The sin is covered by Jesus’ death on the cross.  We are made right by Jesus’ death on the cross.  And Jesus was fully human.  It hurt his body as much as it would yours to be flogged and then crucified.  It hurt his pride and dignity as much as it would mine to be stripped, mocked, and paraded through Jerusalem carrying the beam on which I was to be nailed.  It hurt his heart as much at it would hurt mine or yours to be abandoned by friends, and then seemingly ignored by Heaven when he prayed for another way.  The cross is an indication of how much Jesus sacrificed to help us be right with God. 
So, I will say, “Look to the cross.” 
Then, I will say, “Be fully open, honest, and receptive with God.”  Open – don’t hold anything back, not before He who sees all. He knows your story, but God wants to hear you tell it.  Honest – don’t try to impress God; you can’t.  Don’t try to be tough with God; he knows the weakness in Chuck Norris, and even he has them; and God knows the weakness in you and me.  Don’t try to act like you don’t need God.  There are longings in our lives only God can satisfy, hungers only God can feed, holes in our lives only God can fill. 
Look to the cross.  Be open and honest before God.  Then I will say, “Come and receive what God has for you.”  You might need God to give you a nudge because you’ve hesitated when God said “Go.”  You might need forgiveness because you’re weighed down with guilt.  You might need courage because you’re facing great obstacles or threats in your life.  I don’t know what you need, but God does.  Look to the cross.  Be honest with God.  And come and receive from Him. 
Studying 1 Corinthians 1 & 2 this week, I became aware of just how important it is that we begin by looking at the cross.  Paul, writes in 1 Corinthians 2:2 “I decided to know nothing among you except Jesus Christ and him crucified.”  In this letter, he touched on marriage, spiritual gifts, the proper way to observe the Lord’s Supper, sexual immorality, the supreme value of love, and the resurrection.  In fact 1 Corinthians is the core scripture text for many of our most cherished Christians beliefs.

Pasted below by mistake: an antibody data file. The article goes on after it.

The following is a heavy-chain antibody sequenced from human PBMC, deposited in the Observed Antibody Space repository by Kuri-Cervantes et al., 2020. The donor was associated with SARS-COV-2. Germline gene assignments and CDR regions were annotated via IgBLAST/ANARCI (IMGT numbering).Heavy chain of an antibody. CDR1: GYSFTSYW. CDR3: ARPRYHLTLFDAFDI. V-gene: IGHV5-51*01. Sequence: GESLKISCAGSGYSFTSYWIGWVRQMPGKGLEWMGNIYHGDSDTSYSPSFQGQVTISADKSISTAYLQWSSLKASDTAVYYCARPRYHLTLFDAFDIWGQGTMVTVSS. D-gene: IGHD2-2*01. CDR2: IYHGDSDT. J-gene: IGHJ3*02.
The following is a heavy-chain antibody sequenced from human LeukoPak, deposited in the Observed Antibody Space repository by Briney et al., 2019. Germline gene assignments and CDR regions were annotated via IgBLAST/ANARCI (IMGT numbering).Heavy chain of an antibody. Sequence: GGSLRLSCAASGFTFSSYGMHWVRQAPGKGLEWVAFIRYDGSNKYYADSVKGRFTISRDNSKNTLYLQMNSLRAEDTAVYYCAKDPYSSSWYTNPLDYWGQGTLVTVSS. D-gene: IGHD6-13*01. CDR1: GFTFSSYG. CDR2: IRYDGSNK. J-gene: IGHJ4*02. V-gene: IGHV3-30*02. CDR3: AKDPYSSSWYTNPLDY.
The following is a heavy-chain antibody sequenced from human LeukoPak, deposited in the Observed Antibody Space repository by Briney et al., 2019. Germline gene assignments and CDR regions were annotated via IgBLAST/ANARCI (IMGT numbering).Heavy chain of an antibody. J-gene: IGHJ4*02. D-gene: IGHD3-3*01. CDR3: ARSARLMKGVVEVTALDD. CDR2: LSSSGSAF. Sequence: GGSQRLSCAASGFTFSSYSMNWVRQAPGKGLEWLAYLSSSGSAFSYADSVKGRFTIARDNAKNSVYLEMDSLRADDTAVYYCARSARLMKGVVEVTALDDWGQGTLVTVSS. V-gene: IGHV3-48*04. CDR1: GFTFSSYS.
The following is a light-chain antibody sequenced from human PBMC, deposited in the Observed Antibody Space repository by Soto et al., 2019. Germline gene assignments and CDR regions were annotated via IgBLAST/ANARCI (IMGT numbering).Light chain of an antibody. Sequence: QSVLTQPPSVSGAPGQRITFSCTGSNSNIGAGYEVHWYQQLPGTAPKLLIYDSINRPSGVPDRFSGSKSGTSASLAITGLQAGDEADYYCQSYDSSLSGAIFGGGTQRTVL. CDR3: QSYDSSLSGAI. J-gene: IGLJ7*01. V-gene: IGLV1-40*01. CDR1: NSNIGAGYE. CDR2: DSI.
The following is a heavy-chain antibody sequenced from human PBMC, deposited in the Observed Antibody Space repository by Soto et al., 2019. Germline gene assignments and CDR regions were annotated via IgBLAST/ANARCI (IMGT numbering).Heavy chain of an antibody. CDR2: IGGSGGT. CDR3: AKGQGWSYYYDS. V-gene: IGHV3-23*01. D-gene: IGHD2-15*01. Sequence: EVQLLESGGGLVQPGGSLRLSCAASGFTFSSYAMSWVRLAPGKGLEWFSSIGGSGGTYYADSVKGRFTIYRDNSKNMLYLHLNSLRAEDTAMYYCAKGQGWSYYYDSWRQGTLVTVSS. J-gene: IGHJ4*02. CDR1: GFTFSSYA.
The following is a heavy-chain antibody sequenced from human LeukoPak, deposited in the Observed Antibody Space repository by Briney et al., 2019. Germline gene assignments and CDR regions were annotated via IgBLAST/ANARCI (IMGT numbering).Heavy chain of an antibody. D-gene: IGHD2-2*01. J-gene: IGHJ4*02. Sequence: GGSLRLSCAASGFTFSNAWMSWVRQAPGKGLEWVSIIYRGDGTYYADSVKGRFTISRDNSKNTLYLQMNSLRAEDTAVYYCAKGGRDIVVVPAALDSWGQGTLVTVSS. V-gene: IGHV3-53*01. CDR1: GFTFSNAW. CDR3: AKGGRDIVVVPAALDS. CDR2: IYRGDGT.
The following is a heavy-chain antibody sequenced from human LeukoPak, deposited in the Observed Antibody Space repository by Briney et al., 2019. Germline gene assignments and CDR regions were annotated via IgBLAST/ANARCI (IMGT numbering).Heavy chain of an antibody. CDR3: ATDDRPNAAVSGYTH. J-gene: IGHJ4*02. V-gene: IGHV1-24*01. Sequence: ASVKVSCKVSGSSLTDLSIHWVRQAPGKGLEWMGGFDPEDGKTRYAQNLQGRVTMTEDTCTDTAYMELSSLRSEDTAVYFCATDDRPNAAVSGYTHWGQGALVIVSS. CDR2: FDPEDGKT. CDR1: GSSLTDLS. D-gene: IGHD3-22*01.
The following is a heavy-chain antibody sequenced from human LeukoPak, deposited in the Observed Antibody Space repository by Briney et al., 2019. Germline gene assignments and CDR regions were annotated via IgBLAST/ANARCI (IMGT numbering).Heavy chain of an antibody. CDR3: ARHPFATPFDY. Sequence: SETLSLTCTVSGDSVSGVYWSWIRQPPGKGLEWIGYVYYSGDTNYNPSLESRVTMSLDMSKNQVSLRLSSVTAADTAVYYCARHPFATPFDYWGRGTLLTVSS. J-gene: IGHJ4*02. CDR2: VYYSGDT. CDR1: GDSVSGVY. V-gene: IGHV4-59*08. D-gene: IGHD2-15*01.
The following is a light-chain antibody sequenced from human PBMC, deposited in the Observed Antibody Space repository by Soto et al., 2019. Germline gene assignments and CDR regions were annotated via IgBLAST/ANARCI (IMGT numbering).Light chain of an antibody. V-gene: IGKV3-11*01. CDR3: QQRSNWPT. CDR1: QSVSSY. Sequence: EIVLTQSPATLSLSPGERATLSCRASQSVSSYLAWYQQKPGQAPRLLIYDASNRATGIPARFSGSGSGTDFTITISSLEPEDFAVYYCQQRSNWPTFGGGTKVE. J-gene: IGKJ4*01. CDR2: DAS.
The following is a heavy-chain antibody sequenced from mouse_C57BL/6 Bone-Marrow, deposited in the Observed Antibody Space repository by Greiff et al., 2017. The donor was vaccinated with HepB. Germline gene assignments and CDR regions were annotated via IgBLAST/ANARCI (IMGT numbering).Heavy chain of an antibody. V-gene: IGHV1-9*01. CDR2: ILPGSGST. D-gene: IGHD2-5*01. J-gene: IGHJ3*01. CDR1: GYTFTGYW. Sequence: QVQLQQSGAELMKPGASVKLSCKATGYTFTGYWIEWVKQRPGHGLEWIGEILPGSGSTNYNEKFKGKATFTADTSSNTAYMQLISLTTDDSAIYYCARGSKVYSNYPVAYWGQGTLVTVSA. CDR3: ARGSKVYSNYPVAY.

With much to say on so many topics, why does Paul write, “I decided to know nothing among you except Jesus Christ and him crucified”?  His Corinthians ministry takes place in a city that’s awash in competing ideas.  The Corinthian contenders jockeying to dictate the spirit of age includes Greek philosophers whose ideas determined the history of ideological development into our present age. 
However, Greek intellectuals weren’t the only ones trying to dictate the way people thought about the world.  Jewish theologians were as committed to monotheism as Greeks were to philosophy.  Jewish scriptures, more historically durable than any other writings in history, and their approach to wrestling with their scriptures – the idea of Midrash – continue to influence human thought today, nearly 2000 years after the writing of 1 Corinthians.  
One more contestant fought on this battlefield of ideas and ideals: the Romans with their power and organization.  They could not match Greek intellectualism or Jewish theology, but they held the power.  Whatever practice of living that would come out of Greek philosophy or Hebrew religion would have had to exist within a Roman system.